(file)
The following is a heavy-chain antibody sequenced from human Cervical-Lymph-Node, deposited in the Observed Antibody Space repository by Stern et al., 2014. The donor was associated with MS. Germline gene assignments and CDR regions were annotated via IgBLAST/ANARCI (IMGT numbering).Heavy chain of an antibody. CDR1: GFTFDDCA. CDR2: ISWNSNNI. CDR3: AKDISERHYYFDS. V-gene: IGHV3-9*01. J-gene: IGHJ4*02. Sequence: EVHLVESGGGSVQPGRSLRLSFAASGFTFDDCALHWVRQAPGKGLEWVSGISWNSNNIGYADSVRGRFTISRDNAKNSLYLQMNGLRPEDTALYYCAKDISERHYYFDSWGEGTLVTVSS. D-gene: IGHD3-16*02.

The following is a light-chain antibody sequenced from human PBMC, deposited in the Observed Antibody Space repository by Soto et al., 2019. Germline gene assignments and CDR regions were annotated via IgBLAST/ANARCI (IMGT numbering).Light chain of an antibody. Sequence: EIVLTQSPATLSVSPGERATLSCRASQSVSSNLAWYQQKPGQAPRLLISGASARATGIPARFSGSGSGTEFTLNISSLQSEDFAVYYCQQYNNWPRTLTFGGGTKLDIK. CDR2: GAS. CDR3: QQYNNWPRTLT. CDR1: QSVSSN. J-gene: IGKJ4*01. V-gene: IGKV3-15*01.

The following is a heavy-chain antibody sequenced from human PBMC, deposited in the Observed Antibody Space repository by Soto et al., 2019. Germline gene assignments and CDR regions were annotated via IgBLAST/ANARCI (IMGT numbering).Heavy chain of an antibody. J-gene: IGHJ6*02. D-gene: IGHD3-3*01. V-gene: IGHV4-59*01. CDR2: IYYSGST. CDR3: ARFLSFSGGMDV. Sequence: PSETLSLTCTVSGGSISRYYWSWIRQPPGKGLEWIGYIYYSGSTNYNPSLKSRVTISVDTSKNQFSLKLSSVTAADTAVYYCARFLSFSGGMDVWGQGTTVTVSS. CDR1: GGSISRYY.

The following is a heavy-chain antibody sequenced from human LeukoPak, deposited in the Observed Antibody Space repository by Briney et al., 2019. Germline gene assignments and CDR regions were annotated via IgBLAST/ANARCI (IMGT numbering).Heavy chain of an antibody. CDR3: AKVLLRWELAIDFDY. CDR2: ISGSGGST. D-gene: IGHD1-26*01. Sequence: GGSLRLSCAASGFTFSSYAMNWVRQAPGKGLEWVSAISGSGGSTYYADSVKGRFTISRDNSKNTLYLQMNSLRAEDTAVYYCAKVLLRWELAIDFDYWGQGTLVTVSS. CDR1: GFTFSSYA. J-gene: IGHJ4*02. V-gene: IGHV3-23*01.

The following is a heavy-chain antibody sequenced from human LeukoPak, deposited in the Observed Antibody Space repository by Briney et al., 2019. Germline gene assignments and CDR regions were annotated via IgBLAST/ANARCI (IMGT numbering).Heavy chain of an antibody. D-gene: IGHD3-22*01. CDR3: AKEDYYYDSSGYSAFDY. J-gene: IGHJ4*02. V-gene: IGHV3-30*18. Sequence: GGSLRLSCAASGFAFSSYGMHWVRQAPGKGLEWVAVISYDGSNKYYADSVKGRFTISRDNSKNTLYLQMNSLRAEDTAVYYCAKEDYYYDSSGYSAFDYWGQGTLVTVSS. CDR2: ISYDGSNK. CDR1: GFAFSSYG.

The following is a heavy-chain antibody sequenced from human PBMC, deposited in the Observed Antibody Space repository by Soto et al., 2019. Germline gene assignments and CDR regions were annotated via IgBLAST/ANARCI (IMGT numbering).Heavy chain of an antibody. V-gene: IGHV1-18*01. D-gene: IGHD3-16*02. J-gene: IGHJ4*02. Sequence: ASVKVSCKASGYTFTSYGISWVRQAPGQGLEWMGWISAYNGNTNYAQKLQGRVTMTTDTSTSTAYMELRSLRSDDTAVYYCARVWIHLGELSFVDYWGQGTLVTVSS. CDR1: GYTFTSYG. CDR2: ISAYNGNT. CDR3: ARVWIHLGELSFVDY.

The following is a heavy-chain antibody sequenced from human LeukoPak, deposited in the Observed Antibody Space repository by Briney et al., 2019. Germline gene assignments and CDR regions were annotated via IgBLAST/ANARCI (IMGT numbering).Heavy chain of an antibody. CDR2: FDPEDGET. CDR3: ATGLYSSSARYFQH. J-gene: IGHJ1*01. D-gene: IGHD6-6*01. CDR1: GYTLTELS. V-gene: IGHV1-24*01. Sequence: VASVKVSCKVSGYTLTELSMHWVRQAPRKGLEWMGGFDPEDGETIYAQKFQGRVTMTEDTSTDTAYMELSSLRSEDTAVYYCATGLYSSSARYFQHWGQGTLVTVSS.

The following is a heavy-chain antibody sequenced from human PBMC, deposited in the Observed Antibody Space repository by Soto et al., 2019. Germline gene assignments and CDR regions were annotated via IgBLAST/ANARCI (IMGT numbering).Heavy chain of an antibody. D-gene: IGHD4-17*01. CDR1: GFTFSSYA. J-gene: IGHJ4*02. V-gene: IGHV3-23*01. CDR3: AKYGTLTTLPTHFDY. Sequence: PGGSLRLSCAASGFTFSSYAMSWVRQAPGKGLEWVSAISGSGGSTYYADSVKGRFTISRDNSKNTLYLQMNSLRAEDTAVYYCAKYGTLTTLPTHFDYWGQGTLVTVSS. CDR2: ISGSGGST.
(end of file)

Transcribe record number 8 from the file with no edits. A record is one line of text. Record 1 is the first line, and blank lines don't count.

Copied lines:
The following is a heavy-chain antibody sequenced from human PBMC, deposited in the Observed Antibody Space repository by Soto et al., 2019. Germline gene assignments and CDR regions were annotated via IgBLAST/ANARCI (IMGT numbering).Heavy chain of an antibody. D-gene: IGHD4-17*01. CDR1: GFTFSSYA. J-gene: IGHJ4*02. V-gene: IGHV3-23*01. CDR3: AKYGTLTTLPTHFDY. Sequence: PGGSLRLSCAASGFTFSSYAMSWVRQAPGKGLEWVSAISGSGGSTYYADSVKGRFTISRDNSKNTLYLQMNSLRAEDTAVYYCAKYGTLTTLPTHFDYWGQGTLVTVSS. CDR2: ISGSGGST.